The Annual Acritas 2020 Global Elite Brand Index underscores how clients’ needs have become increasingly global over the last decade and how top law firms are willing to commit themselves to a strategy that is increasingly global to serve these clients.
As more clients show an increasing need for legal services with an international reach across a broader set of countries—and have allocated a larger share of their legal spend internationally—large law firms have responded by broadening their own base and brand.
The Acritas Global Elite Brand Index measures those law firms that are seen as most favoured by large corporate clients (those with more than US $1 billion in global revenues), and the firms that are most considered for multi-jurisdictional deals and litigation. As the results show, clients are looking for advisors who can provide multi-jurisdictional support across a range of different practice areas in a consistent and coordinated manner.
“Clients segment firms in much simpler ways today”, said Lisa Hart Shepherd, vice president of Research and Advisory Services at Thomson Reuters. “They are either looking for a value choice, premium reputation, or global coverage, depending on the needs at the time—but quality can be found in all three segments”. For law firms, she added, this makes choosing an overarching focus and committing to it critical for developing a brand that stands out in clients’ minds.
A full copy of the 2020 Acritas Global Elite Brand Index can be downloaded here.
In the latest research released by Acritas, now part of Thomson Reuters, the firm Baker McKenzie again leads this year’s index, consistently increasing its lead over the last seven years. DLA Piper and Clifford Chance swapped positions from last year’s index, with DLA Piper moving up to number two and Clifford Chance slipping to third. And although many other large law firms moved up or down within the top 20 of the index this year, only four firms closed the gap on Baker McKenzie based on points: White & Case, CMS, Morgan Lewis, and Kirkland & Ellis.
“Baker McKenzie has shown that commitment to a long-term strategy that is in line with evolving client needs will deliver financial success”, Hart Shepherd explained. “This strategic focus on global reach makes for a clear purpose that its people can get behind and that its clients can easily understand”. While early on, the firm’s global focus may have been a struggle financially, now its long-term commitment is paying big financial dividends, she said, adding that Baker McKenzie has posted year-on-year rises in revenue and profits-per-equity-partner for the past three years.
Beyond the top firms, Dentons is the biggest riser in the index over the last decade, closing the gap on Baker McKenzie by 16 points. Over this period, the firm increased its global coverage to 73 countries. King & Wood Mallesons, the second-biggest riser over the same time period, has particularly benefited from its dominance in China, especially as the country has gained significant global power and has closed the gap on the U.S. in terms of GDP. China also has become home to many of the world’s largest companies’ headquarters.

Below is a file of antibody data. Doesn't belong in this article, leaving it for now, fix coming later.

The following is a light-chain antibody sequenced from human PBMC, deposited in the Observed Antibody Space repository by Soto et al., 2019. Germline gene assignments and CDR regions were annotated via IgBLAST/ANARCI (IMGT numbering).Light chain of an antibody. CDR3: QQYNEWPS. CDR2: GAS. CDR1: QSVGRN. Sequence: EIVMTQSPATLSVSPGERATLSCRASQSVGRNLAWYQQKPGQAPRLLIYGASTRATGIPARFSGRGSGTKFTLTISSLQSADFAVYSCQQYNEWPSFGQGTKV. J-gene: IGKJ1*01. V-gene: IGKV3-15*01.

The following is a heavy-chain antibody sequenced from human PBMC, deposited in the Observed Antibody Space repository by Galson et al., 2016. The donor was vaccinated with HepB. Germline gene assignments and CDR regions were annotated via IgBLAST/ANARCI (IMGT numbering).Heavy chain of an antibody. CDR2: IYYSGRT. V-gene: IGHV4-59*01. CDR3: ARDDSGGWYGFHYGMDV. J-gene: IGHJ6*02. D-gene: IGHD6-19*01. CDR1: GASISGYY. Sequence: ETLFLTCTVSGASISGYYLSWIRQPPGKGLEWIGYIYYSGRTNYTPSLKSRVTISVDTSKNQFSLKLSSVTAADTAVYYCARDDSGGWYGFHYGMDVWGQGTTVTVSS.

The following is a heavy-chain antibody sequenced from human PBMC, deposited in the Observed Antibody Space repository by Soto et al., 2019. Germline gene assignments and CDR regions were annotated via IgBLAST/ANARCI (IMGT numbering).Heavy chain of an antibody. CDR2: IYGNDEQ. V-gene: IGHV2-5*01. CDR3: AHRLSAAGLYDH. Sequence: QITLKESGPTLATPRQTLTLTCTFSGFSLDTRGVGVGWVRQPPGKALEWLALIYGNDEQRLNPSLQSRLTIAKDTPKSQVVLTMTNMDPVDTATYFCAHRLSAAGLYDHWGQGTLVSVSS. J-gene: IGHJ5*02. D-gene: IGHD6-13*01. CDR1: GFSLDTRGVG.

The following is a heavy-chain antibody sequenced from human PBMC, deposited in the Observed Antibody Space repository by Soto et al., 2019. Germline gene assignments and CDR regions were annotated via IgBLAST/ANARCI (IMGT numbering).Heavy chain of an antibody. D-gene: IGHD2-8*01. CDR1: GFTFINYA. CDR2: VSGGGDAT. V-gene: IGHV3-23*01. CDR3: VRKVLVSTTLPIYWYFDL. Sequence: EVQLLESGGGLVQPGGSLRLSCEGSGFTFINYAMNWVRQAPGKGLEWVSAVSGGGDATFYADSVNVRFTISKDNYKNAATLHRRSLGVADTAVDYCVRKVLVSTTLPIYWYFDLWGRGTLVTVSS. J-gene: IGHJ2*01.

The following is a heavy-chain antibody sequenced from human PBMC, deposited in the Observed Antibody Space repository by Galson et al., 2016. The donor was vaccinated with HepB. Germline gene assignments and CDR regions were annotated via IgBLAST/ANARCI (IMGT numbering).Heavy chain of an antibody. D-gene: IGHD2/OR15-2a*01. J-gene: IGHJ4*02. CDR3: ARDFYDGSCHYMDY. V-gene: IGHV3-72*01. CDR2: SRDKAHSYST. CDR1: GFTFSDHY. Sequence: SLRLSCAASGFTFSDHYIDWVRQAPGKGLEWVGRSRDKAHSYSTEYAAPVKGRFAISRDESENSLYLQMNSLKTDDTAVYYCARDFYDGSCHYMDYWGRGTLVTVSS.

Next Up: Acritas Prestige Law Firm Brand Index
In February, Acritas will release its inaugural Prestige Law Firm Brand Index, which will be a mix of both best-in-class domestic and international law firms. The Prestige Law Firm Brand Index will focus on consideration for top-level work, highlighting those firms that are seen as having boardroom credibility and have a higher proportion of their partners nominated as stand-outs.
“Many large firms are at a crossroads”, Hart Shepherd said. “Seeking a full-service, broader, and deeper global capability takes huge investment and management focus”. These law firms will need to make large tech investments to stay continually innovative and defend against the Big Four and other disrupters encroaching into the legal space, she explained, adding that this long-term play doesn’t usually maximise profits in the short- or medium-term, and therefore, many firms instead seek to move to the premium end of the market by trying to replicate their expertise at one or two niches over the entire firm, often with limited success.
“But, being prestigious, by definition, is limited to the few” Hart Shepherd said. “To succeed in an increasingly dynamic and diverse competitive marketplace, firms need to make realistic strategic choices that stretch the firm but are achievable, and then focus”.